The biggest downside of the era, as I see it, is that the conflicting visions of what Superman is like helped bring on a succession of alternative origin stories and versions which have diminished any one iconic vision from being shared. Even now, after Flashpoint, it feels like too much is still up in the air. Is part of Secret Origin still definitive, mixed in with Morrison's Action run? I'd like to know, but at this point, I have Superman-origin-story fatigue.

    But Byrne can't be blamed for that. He laid out a clear, detailed vision, and for many years thereafter, it worked.

  3. Yes, the very last story I ever want to read again is a new Superman origin. I think, too, that Superman for at least a decade now, and especially since the New 52, has been quite fuzzy. Mort Weisinger & Co. managed to maintain one Super-persona for a few decades. Now, his persona changes practically story arc to story arc. Batman can have new writers and still project his distilled essence. What is that essence for Superman anymore?

  4. My Superman has always been George Reeves, especially as he portrayed the character in the first season of the tv series. I thought that depiction was close to the Siegel and Shuster concept.
    Stylistically, I did like the Byrne Superman, but I was offended by two things. One was the killing of the Kryptonians from the pocket universe. Superman had a code against killing. Period. The other was Byrne's depiction of Superman hovering, upright, about a foot off the ground, talking down to people, including Lois. That's hardly the depiction of a down-to-earth hero. I view Superman as being a Boy Scout in character, even when tough and gritty. Byrne's Superman was too arrogant for my taste.

    1. Adventures of Superman #444 and Superman #22 still haunt me to this day. The destruction of the pocket Earth, followed by the murder of the pocket Kryptonians caused a schizophrenic episode in Clark, resulting in him sleepwalking and masquerading as Gangbuster, which was well done by Roger Stern and Jerry Ordway.

  5. Gerry, those are interesting takes. The Reeves Superman is an iconic version, and it wasn't the first version of Superman I saw, but was certainly memorable.

    The killing of the Kryptonians was certainly controversial, and, as it occurred in Byrne's very last issue, felt like he'd done something very big, then left it for other writers to deal with it. In many cases, I've been troubled by stories because they seemed to tarnish the heroes I'd previously gotten to know. Years later, I can look back on the Pocket Universe subplot and admire it, although genocide, Phantom Zoners splattering human heads, and Superman deciding to kill were definitely things that didn't sit well with me at the time, nor, for that matter, did the Big Barda issue of Action in which Sleez controlled Superman to unprecedentedly sleazy ends.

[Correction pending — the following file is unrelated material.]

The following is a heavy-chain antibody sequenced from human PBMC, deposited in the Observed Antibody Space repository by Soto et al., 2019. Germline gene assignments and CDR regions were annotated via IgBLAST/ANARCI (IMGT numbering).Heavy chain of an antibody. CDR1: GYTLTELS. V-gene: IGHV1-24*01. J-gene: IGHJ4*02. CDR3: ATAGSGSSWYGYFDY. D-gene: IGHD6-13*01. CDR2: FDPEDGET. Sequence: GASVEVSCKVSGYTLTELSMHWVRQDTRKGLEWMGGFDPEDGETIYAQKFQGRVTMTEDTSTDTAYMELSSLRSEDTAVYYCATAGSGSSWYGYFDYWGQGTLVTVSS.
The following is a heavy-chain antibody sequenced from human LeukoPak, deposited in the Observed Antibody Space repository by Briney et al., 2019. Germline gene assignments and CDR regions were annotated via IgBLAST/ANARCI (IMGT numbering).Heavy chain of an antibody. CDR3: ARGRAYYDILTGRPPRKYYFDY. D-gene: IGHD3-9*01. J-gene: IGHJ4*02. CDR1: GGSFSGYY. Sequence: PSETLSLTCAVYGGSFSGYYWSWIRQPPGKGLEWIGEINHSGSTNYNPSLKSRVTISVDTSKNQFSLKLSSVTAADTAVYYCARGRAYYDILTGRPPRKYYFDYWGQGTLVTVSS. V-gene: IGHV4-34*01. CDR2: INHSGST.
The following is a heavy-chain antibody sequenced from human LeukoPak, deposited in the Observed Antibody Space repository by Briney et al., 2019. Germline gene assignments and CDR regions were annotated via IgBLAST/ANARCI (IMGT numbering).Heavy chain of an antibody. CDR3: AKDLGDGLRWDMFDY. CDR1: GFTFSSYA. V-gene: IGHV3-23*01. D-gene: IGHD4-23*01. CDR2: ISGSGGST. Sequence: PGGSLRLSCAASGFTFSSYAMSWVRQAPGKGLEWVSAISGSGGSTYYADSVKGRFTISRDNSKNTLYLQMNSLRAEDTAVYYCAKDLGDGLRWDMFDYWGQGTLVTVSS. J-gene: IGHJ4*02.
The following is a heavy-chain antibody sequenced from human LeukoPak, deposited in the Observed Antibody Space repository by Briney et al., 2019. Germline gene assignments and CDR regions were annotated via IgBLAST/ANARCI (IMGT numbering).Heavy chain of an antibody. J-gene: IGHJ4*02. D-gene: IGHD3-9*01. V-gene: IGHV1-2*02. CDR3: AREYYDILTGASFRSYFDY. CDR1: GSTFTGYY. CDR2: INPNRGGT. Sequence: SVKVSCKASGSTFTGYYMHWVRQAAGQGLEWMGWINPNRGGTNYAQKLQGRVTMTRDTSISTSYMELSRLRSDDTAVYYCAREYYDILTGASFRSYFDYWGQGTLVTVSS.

It's interesting to recall these things now, and we can at least say that if one didn't like the direction Byrne took then, it's water far, far under the bridge by now.

  6. "This was welcomed by many fans, while reviled by others who denounced it as 'Marvelizing' Superman"

    I think this was DC's intentions, with their hiring of Byrne, Miler, and Perez. Probably not a good idea with Superman though, who should remains semi-mythical and aloof.


    "Byrne began the run with a well-thought-out plan. He plants small clues that grow into major plots"

    Something I think he learned from Chris Claremont, though I don't think it works as well with solo titles (as opposed to team titles).


    "were definitely things that didn't sit well with me at the time, nor, for that matter, did the Big Barda issue of Action in which Sleez controlled Superman to unprecedentedly sleazy ends."

    Yeah, that's always been my main beef with Byrne: He's a pervert (as his run on She-Hulk shows).